How did the universe begin about 12 billion years ago? The question concerns the very large—space, galaxies, etc.—but also the very small, namely the innermost structure of matter. The reason is that the early universe was very hot, so that matter was then decomposed into its constituents. These two topics hang together, and this is what makes them so interesting.
One must start with a few words about the innermost structure of matter. The sketch in Figure 1 indicates, on the very left, a piece of metal.
It is made of atoms. To the right of it you see one of the atoms symbolically designed with a nucleus in the middle and with electrons around it. Here we proceed toward the innermost structure of matter in steps. That’s why I call it the quantum ladder. Further to the right you see the nucleus, consisting of protons and neutrons, which I will call nucleons from now on. We have found out that the nucleons themselves are composite; they are made up of quarks, as seen in Figure 1.
Let us look at the forces that keep the constituents together in the four steps of the quantum ladder. The deeper you go, the stronger the forces become. In the piece of metal, the chemical force that keeps the atoms together has the strength of a few electron volts (this is a measure of force strength). In the atom, the electrons are bound to the nucleus by a few tens of electron volts. The protons and neutrons are bound within the nucleus by millions of electron volts, and the forces between the quarks in a nucleus are in the billions of electron volts. This leads us to the concept of conditional elementarity. When we apply small amounts of energy, we cannot overcome the forces that keep the constituents together. For example, if energies of less than a few electron volts are available, atoms cannot be decomposed into electrons and nuclei. They seem to be elementary, which means stable, or unchangeable. When energies above a few hundred but below a million electron volts are available, atoms may be decomposed, but nuclei and electrons seem elementary. For energies over a million electron volts, nuclei are decomposed, but the protons and neutrons are elementary. At a billion electron volts, the nucleons appear to be composed of quarks. Electrons, so far, have never been shown to be composite.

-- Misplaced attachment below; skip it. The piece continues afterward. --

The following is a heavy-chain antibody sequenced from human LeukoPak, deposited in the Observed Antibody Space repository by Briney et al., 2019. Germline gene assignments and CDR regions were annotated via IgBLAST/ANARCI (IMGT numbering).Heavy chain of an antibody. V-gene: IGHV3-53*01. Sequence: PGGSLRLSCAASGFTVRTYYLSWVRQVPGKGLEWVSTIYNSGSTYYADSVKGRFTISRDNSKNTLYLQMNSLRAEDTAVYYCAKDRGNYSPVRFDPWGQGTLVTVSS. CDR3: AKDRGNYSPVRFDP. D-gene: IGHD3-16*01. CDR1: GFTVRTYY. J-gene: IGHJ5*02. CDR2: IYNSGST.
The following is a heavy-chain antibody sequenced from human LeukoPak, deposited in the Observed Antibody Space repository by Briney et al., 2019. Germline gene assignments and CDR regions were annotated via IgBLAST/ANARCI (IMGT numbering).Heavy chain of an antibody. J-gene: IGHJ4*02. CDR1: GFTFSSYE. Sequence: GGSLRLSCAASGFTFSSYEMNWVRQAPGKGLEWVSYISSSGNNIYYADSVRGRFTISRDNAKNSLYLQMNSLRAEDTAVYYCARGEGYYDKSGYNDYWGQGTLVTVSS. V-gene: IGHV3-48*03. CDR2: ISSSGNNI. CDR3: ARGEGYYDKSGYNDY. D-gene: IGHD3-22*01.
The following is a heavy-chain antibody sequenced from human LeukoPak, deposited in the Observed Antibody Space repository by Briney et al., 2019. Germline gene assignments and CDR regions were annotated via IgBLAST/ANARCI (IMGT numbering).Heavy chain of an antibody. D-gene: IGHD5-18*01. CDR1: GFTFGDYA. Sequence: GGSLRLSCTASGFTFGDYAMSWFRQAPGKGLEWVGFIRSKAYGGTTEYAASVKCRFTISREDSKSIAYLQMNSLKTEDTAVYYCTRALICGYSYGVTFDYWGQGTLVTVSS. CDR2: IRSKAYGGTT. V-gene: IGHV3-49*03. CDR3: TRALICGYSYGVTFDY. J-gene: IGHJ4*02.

It will be important later on to understand the connection between energy and temperature. Heating a piece of material is equivalent to increasing the energy of motion of the constituents of that piece, be they atoms or electrons or other particles. In a hot material, the atoms or the electrons perform all kinds of motions, oscillations, straight flights, etc. The greater the temperature, the higher the energy of the motions. Thus, temperature is equivalent to energy. For example, one electron volt corresponds to about 12,000 degrees Celsius (about 22,000 degrees Fahrenheit). The …
Something from Nothing March 16, 1989